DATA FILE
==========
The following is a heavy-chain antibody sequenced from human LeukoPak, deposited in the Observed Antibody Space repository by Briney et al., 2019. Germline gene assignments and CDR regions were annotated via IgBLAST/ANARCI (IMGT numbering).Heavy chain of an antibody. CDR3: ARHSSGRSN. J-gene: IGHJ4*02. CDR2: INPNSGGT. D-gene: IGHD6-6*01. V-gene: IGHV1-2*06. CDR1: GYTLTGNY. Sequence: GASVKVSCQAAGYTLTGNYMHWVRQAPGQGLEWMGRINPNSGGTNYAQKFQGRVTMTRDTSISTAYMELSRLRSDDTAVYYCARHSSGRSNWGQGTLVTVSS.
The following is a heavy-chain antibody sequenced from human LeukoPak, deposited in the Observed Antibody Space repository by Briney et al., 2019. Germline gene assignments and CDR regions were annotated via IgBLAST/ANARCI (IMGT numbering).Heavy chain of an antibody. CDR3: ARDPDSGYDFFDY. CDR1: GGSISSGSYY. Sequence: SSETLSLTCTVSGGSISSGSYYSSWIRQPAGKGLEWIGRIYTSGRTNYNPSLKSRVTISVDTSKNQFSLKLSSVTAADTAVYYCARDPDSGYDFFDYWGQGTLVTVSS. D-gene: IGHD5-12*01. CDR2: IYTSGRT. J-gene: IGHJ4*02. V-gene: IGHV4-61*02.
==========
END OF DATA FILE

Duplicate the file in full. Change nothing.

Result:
The following is a heavy-chain antibody sequenced from human LeukoPak, deposited in the Observed Antibody Space repository by Briney et al., 2019. Germline gene assignments and CDR regions were annotated via IgBLAST/ANARCI (IMGT numbering).Heavy chain of an antibody. CDR3: ARHSSGRSN. J-gene: IGHJ4*02. CDR2: INPNSGGT. D-gene: IGHD6-6*01. V-gene: IGHV1-2*06. CDR1: GYTLTGNY. Sequence: GASVKVSCQAAGYTLTGNYMHWVRQAPGQGLEWMGRINPNSGGTNYAQKFQGRVTMTRDTSISTAYMELSRLRSDDTAVYYCARHSSGRSNWGQGTLVTVSS.
The following is a heavy-chain antibody sequenced from human LeukoPak, deposited in the Observed Antibody Space repository by Briney et al., 2019. Germline gene assignments and CDR regions were annotated via IgBLAST/ANARCI (IMGT numbering).Heavy chain of an antibody. CDR3: ARDPDSGYDFFDY. CDR1: GGSISSGSYY. Sequence: SSETLSLTCTVSGGSISSGSYYSSWIRQPAGKGLEWIGRIYTSGRTNYNPSLKSRVTISVDTSKNQFSLKLSSVTAADTAVYYCARDPDSGYDFFDYWGQGTLVTVSS. D-gene: IGHD5-12*01. CDR2: IYTSGRT. J-gene: IGHJ4*02. V-gene: IGHV4-61*02.